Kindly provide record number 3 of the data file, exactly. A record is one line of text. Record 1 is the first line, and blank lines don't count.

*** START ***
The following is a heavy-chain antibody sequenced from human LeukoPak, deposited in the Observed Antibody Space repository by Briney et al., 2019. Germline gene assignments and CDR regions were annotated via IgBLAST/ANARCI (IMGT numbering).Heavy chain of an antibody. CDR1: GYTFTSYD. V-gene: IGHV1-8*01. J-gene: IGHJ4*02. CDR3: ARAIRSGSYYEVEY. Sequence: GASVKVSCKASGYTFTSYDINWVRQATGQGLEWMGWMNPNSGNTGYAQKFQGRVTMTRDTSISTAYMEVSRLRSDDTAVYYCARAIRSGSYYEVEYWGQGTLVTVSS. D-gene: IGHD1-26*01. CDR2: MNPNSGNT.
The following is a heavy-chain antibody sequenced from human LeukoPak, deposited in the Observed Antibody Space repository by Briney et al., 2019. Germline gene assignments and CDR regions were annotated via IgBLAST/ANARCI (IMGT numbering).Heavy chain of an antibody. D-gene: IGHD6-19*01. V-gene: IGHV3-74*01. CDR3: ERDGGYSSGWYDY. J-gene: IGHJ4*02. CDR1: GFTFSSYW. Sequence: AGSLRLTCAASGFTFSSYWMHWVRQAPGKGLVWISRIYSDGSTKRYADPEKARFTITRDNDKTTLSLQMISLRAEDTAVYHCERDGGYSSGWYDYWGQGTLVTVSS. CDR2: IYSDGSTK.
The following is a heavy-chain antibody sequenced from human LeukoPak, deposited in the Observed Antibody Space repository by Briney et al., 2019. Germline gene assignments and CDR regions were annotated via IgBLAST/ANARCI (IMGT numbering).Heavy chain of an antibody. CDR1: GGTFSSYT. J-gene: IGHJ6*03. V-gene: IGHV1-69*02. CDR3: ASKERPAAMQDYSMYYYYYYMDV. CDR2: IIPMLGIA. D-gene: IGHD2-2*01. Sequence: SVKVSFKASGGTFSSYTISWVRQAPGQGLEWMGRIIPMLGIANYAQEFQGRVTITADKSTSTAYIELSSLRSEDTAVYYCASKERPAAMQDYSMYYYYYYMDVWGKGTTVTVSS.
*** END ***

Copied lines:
The following is a heavy-chain antibody sequenced from human LeukoPak, deposited in the Observed Antibody Space repository by Briney et al., 2019. Germline gene assignments and CDR regions were annotated via IgBLAST/ANARCI (IMGT numbering).Heavy chain of an antibody. CDR1: GGTFSSYT. J-gene: IGHJ6*03. V-gene: IGHV1-69*02. CDR3: ASKERPAAMQDYSMYYYYYYMDV. CDR2: IIPMLGIA. D-gene: IGHD2-2*01. Sequence: SVKVSFKASGGTFSSYTISWVRQAPGQGLEWMGRIIPMLGIANYAQEFQGRVTITADKSTSTAYIELSSLRSEDTAVYYCASKERPAAMQDYSMYYYYYYMDVWGKGTTVTVSS.